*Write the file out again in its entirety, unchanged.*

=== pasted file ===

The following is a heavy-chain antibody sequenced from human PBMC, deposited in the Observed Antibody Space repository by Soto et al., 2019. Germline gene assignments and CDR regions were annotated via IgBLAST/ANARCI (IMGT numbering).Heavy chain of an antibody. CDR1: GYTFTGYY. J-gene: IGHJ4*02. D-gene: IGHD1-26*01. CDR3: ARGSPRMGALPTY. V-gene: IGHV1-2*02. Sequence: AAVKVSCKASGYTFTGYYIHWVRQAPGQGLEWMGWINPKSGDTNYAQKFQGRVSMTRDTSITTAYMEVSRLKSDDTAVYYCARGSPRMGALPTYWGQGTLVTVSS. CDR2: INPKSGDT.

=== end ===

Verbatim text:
The following is a heavy-chain antibody sequenced from human PBMC, deposited in the Observed Antibody Space repository by Soto et al., 2019. Germline gene assignments and CDR regions were annotated via IgBLAST/ANARCI (IMGT numbering).Heavy chain of an antibody. CDR1: GYTFTGYY. J-gene: IGHJ4*02. D-gene: IGHD1-26*01. CDR3: ARGSPRMGALPTY. V-gene: IGHV1-2*02. Sequence: AAVKVSCKASGYTFTGYYIHWVRQAPGQGLEWMGWINPKSGDTNYAQKFQGRVSMTRDTSITTAYMEVSRLKSDDTAVYYCARGSPRMGALPTYWGQGTLVTVSS. CDR2: INPKSGDT.